It’s 2nd of April, and there still is nothing blooming outdoors, except the willow catkins. Willow catkins are the first sign of spring and people like to bring them indoors. If you keep them in vase without water, they stay as they are and won’t age. If you put them in water, they’ll develop further and the catkins start to produce pollen. Above you see an arrangement from March 2015.
Some days later in April 2015 I made an arrangement with willow catkins and carnations in a blue glass container. Why carnations? Because they always have them in supermarkets and they are affordable. I added a bit of blueberry stems to have something green. Blueberry stems are evergreen so you can even dig them under the snow to have some greenery if needed. Also they start to bloom with small pink flowers, when brought indoors in winter or cold spring time.
If spring doesn’t seem to progress fast enough, you can help it a little bit by bringing any branches or twigs indoors. They’ll start to make leaves in warm room temperature. Below is some raspberry twigs with a ranunculus and sweet peas. So this time in April 2015 I went to florist. Sometimes I get sick and tired of supermarket carnatios.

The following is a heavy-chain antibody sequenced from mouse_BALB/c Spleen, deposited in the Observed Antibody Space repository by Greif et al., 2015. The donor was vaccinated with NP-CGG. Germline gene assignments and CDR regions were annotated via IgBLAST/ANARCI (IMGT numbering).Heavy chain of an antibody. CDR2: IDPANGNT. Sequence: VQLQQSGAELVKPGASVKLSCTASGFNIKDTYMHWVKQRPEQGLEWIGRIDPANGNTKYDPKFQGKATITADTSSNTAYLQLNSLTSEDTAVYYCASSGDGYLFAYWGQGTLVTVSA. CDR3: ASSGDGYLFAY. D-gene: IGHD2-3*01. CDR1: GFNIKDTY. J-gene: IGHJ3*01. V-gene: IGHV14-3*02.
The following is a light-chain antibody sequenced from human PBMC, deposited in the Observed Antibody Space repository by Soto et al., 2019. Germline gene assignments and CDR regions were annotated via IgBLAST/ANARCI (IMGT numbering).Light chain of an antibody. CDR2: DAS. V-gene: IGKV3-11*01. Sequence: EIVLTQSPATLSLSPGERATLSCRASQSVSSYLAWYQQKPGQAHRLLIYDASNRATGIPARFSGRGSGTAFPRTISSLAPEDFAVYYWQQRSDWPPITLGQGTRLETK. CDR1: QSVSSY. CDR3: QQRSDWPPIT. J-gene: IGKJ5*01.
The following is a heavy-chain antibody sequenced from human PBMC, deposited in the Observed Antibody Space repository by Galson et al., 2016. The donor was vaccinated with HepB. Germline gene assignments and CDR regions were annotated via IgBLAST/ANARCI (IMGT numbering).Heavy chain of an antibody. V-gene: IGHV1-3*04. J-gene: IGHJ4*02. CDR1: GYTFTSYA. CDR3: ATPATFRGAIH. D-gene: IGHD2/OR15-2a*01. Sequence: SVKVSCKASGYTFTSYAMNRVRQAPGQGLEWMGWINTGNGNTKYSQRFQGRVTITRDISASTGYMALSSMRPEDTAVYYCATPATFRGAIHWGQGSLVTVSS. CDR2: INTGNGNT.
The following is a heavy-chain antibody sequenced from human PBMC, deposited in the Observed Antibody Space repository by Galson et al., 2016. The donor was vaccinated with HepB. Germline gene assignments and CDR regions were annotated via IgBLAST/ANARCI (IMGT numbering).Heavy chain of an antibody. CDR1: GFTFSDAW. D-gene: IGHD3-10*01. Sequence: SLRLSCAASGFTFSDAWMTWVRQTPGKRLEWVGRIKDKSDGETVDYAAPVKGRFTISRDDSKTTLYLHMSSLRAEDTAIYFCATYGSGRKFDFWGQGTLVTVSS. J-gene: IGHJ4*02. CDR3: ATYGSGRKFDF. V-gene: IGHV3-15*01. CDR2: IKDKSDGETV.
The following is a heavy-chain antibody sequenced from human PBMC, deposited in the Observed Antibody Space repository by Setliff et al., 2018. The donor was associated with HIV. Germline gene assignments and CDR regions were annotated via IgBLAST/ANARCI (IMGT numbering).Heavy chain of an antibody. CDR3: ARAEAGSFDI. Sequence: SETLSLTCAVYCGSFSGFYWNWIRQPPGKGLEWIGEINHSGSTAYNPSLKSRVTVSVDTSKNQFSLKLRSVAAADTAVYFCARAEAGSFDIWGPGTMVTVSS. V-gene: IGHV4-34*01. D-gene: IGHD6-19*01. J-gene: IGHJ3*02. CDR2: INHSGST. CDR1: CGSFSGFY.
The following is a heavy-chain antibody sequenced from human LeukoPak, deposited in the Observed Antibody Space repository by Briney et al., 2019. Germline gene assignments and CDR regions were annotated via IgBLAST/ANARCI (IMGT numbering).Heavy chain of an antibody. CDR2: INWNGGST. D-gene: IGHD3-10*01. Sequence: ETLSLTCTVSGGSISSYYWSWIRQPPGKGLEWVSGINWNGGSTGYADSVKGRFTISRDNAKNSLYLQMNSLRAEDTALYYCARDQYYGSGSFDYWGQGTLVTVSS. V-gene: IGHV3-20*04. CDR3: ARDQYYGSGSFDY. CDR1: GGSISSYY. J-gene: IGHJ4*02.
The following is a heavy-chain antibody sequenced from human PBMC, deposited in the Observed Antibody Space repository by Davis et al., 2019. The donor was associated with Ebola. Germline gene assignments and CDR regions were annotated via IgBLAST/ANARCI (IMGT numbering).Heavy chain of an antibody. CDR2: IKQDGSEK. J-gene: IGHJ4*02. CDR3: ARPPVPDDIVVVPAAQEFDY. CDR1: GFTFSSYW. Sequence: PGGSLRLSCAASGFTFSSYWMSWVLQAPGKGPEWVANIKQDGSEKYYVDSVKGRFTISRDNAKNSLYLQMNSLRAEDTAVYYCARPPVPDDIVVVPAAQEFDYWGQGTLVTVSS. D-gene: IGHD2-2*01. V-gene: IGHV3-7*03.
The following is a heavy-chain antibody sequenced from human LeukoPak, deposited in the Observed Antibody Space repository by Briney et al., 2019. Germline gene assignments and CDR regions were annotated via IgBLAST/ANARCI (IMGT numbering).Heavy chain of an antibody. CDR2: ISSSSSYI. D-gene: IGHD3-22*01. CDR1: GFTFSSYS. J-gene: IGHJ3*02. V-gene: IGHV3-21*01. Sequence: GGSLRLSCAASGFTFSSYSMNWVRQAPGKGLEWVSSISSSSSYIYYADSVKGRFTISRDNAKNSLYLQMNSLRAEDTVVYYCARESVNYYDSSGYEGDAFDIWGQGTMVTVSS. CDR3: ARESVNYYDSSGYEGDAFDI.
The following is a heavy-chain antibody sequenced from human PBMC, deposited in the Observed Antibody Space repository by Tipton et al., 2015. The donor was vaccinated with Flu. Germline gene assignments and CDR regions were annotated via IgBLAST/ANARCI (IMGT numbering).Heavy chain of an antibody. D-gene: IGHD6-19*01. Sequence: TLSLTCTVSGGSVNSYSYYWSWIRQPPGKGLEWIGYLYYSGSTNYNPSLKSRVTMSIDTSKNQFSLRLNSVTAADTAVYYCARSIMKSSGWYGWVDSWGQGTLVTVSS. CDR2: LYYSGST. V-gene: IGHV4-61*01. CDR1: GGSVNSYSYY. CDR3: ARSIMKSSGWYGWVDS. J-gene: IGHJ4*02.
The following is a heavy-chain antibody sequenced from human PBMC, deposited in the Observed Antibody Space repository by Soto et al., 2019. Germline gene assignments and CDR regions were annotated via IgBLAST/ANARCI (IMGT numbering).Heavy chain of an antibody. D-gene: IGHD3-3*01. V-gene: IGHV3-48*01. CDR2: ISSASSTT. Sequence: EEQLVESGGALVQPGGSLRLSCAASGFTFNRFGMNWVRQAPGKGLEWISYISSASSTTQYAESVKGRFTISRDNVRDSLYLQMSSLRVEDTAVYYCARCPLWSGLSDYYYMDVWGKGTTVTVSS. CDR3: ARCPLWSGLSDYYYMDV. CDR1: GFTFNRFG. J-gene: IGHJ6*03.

I tend to use the same materials over and over again. So you already know the materials in this picture below. The raspberry twigs don’t have any leaves, because I didn’t let them develop. In other words I didn’t put the twigs in water. The tiny little bit of green in this arrangement comes from very short hawthorn twigs. I remember I got the hawthorn twigs from someone who trimmed a hawthorn hedge. Oh yes, thank you! I’m very pleased to get materials donated. Unfortunately, back in April 2015 the hawthorn twigs were a too big challenge to me. I wasn’t really able to make anything with them. Because the twigs were dead straight. That’s how they grow in a hedge which is trimmed regularly. And I’m a curvy girl, in the sense that I like to work with curvy branches or branches I can bend in to curves.
When I first saw Sambucus racemosa in my neighborhood, I thought it’s some endangered species. Very soon I learned it’s not. I took some branches with me to ikebana class and told my teacher and fellow students ”I don’t know what this is , I hope I didn’t cut anything endangered”. I was told the branches were from a common garden runaway called ”paskamarja”, in English ”shit berry”. Well, I think the branches of Sambucus racemosa are beautiful, no matter what you call them.
That’s enough for now. Feel free to comment. As usual the next post will be in Finnish.